What it Tracks
The TrackMan numbers are the brain behind it all. All major stakeholders of the game, without exception, use and trust our numbers for two main reasons: precision and reliability. With TrackMan, you will quickly understand why and how they use our data in their daily work. With us, you’ll quickly become an insider of the most revolutionary training tool in the industry. We track the full trajectory of any shot, from 6 foot pitches to 400 yard drives, pinpointing the landing position with an accuracy of less than 1 foot at 100 yards. We also display the shot’s 3D trajectory together with 26 impact and ball flight parameters in real time (data is delivered within 1 second).
Below are examples of the key club and ball definitions you can track with TrackMan.
Smash Factor is ball speed divided by club speed. Smash Factor relates to the amount of energy transferred from the club head to the golf ball. The higher the smash factor the better the energy transfer.
Spin Rate is the amount of spin on the golf ball immediately after impact. Spin rate has a major influence on the height and distance of a shot. Spin rate is one of the least appreciated numbers, especially in windy conditions.
Launch Angle is the angle the ball takes off at relative to the ground. Launch angle is highly correlated to dynamic loft. Launch angle will always be a little less than dynamic loft, but will have a similar value.
Carry is the distance the ball travels through the air. An important thing to know about carry is that the value is given for a landing area that is the same height as where the ball is hit from. Then the golfer can adjust for uphill and downhill shots on the course.
Ball Speed is the speed of the golf ball immediately after impact. Ball speed is created by club speed and impact. Bad impact such as shots hit on the toe or heel will reduce the potential ball speed.
Club Speed determines a golfer’s potential distance. Club Speed is the speed the club head is traveling immediately prior to impact. More club speed equals more potential distance.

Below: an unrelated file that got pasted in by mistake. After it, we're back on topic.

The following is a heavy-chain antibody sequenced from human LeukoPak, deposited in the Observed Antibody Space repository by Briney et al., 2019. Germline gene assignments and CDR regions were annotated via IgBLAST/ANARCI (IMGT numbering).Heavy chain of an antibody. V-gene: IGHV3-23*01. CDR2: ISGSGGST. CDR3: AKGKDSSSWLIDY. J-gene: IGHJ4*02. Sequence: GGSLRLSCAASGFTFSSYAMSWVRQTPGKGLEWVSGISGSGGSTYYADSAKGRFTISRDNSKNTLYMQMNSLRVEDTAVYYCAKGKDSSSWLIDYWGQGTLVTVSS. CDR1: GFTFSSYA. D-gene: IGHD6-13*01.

Dynamic Loft is the amount of loft on the club face at impact. The golfer’s attack angle, how the shaft bends, how the golfer releases the club head, whether the club face is open or closed to the club path, and where the ball makes contact on the club face can all impact the dynamic loft.
Attack Angle is the direction the club head is moving (up or down) at impact. Shots hit off the ground should have a negative attack angle in order to create “ball first” contact. However, golfers with slower club speeds should be careful not to hit too much down (negative attack angle) with their irons.
Club Path is the direction the club head is moving (right or left) at impact. Most golfers relate this number to hitting the ball “in-to-out” or “out-to-in”. A positive value means the club is moving to the right of the target at impact (“in-to-out” for a right-handed golfer) and a negative value means it is moving to the left of the target (“out-to-in” for a right-handed golfer).
Face Angle is the direction the club face is pointed (right or left) at impact. Most golfers refer to this as having an “open” or “closed” club face. A positive value means the club face is pointed to the right of the target at impact (“open” for a right-handed golfer) and a negative value means the club face is pointed to the left of the target (“closed” for a right-handed golfer).
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